PAUL’S PAC? The recent Conservative Political Action Conference (CPAC) promised to give Washington a sense of the sentiments energizing the angry right-wing populists who are supposedly transforming not just the GOP but the American political landscape. And it did. But the signal sent by the conferees wasn’t the one pundits and Republican elites expected. Asked to name a favorite candidate for the presidency in 2012, the delegates voted by a wide margin (31 percent) for Ron Paul, who opposes the occupation of Iraq and Afghanistan, the Patriot Act and Wall Street’s "free trade" agenda, and who is perhaps best known as a relentless critic of collusion between central bankers and the elites of both parties.
Paul, the Republican-Libertarian hybrid who so upset former New York Mayor Rudy Giuliani during the 2008 Republican presi- dential debates, easily beat Mitt Romney (22 percent), Sarah Palin (7 percent) and the rest of the 2012 prospects. Paul’s no liberal; he would actually shut down most of the federal government. But neither is he a talking-points conservative like Palin, who has owned the spotlight over the past few months. He’s an outlier within the mainstream conservative movement and the GOP.
The CPAC straw poll, which attracted 2,395 participants (by far the highest number at any CPAC session), contained no good news for Barack Obama. Only 2 percent of those surveyed approved of the president. But the news wasn’t all that great for the GOP establishment, either. Thirty-seven percent disapproved of Republicans in Congress. And a plurality–44 percent–rejected Republican National Committee chair Michael Steele.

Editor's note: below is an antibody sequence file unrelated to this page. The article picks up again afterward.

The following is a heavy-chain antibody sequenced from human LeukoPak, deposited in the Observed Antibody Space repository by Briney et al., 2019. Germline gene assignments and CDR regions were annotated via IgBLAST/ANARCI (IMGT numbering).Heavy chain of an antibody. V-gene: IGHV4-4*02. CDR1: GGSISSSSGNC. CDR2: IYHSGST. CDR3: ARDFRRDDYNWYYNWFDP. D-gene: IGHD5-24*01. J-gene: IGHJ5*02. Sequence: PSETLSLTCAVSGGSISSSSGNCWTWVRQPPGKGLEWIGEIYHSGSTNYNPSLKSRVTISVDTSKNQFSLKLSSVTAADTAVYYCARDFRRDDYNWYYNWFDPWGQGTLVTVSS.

The results are telling. The anger on the right won’t necessarily translate into excitement about Republicans like Romney, Palin or Steele. Even CPAC keynoter Glenn Beck was disapproved of by 27 percent of those present. Yet, for the most part, coverage of the CPAC gathering focused on tried-and-true Republicans. An Associated Press report on presidential campaigning at the conference failed to mention Paul; the USA Today story published after the release of the straw poll results was all about Romney. The real headline, missed by most of the media, is that the anger of the populist right is complex, nuanced and directed not just at Obama but at a lot of mainstream Republicans as well. JOHN NICHOLS
PUBLIC OPTIONS: In loose concert with similar groups across the nation, on a brilliant sunny Saturday in February a line of healthcare reform-minded New Yorkers marched across the Brooklyn Bridge flaunting signs and chanting calls for action on legislation stalled in Congress. There were only about 400 of us, ranging from toddlers on shoulders to seniors on canes, and many 20s and 30s in the middle. (So where were you?)
The marchers, who represented twenty-five organizations, including Healthcare for America Now, SEIU, MoveOn, National Physicians Alliance and many New York-based groups, headed for the downtown Manhattan headquarters of WellPoint, the nation’s largest health benefits company, which was recently in the news for imposing staggering rate hikes. Chants and signs included "Get it done/Get it right" and "Let’s finish Teddy’s fight/Healthcare is a human right." A MoveOn guy we talked to during a comfort stop at Starbucks said his organization and others have been meeting with members of the state Congressional delegation and are buoyed by recent expressions of support for the public option by Senators Kirsten Gillibrand and Chuck Schumer.